Was it really almost fifty years ago that Burge and I flew off, on our honeymoon, in our one-engine Cessna, headed for Jamaica to dance and drink rum. It was a fling before coming home to the challenging and exciting task of melding our two families, six children in all, ranging from seven to fifteen.
We heard Blind Blake sing “Jamaica Farewell” in Nassau, (“when we reached Jamaica we made a stop”) but well before Jamaica, needing gas, we made an unscheduled stop in Port-au-Prince. As night fell, we taxied onto the shutdown airport, where soldiers with fixed bayonets met us. Arrested and mistaken briefly for Cuban spies, we were paroled to the Hotel Olaffson and detained more than a week until we received permission to land. In that week we were celebrity prisoners, almost the only tourists in Haiti in the era of Papa Doc and his TonTon Macoute, and hospitable Haitians took us on. We learned to dance the meringue, attended fashion shows at the Villa Creole, voodoo evenings in Petionville, drank rare wines high above the city, and, oh yes, we were offered the opportunity to invest in Haitian handcraft businesses. We said yes to everything, even the investing part, although that came later when we brought Haitian entrepreneur Gerry Thomas and our new venture, Primitive Artisan, a folk art import company, Primitive Artisan, to the U.S. markets.
Novices in importing, in the gifts and decorative accessories and home furnishings markets, we had a lot to learn. Burge knew small business through his several small companies, though tennis courts; lightning rods and fire extinguishers were not exactly applicable. I was busy raising our family although I was also a part-time photographer and reporter. Invoices, cash flow, import duties, distribution, trade shows, all were mysteries, but learn we did. There’s no stronger motivation than investing your own money. Haiti-based production was the basis for many years of Primitive Artisan and, after we sold the company, the lessons we had learned became the basis of Aid to Artisans’ “Market Link” program.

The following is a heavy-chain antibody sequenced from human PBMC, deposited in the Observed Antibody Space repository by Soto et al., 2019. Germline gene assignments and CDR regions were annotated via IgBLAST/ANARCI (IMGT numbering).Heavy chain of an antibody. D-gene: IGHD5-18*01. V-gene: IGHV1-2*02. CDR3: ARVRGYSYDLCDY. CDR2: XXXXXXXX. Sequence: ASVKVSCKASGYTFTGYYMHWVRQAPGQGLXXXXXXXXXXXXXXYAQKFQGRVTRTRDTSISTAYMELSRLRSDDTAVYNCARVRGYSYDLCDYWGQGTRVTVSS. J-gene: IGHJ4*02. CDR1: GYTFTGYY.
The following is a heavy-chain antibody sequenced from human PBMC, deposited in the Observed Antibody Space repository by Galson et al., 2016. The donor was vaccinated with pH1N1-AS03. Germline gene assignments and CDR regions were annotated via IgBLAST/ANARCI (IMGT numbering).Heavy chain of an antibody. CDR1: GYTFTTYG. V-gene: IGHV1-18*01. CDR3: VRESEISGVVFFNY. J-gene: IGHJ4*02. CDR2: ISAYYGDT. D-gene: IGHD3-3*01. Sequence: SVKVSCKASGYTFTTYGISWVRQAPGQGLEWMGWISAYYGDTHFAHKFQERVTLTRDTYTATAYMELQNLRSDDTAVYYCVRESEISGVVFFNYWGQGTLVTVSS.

We imported sisal doormats, wooden plates (they still had trees in Haiti then), love beads, paintings, carvings, carnival masks, sequined bottles, rush-seated chairs, baskets and brooms, crude white cotton upholstery material and, most importantly, sculpture chiseled and hammered from old oil drums. There was more life, creativity and talent, history, art and music in Haiti than all of the other Caribbean islands put together, as we learned when we later searched most of them for handcrafts.
As I went back through my files to find photographs of those early years for HAND/EYE’s 04/Haiti edition, I saw that the magnet for me was, and still is, the people, the places, the context, and only incidentally the crafts themselves. More EYE than HAND you might say…
Clare Brett Smith, the animating force behind Aid to Artisans for 22 years, remains an active thinker in the craft world as chairman of the HAND/EYE Fund. She is currently reviewing several decades of her photographic work in Farmington, CT.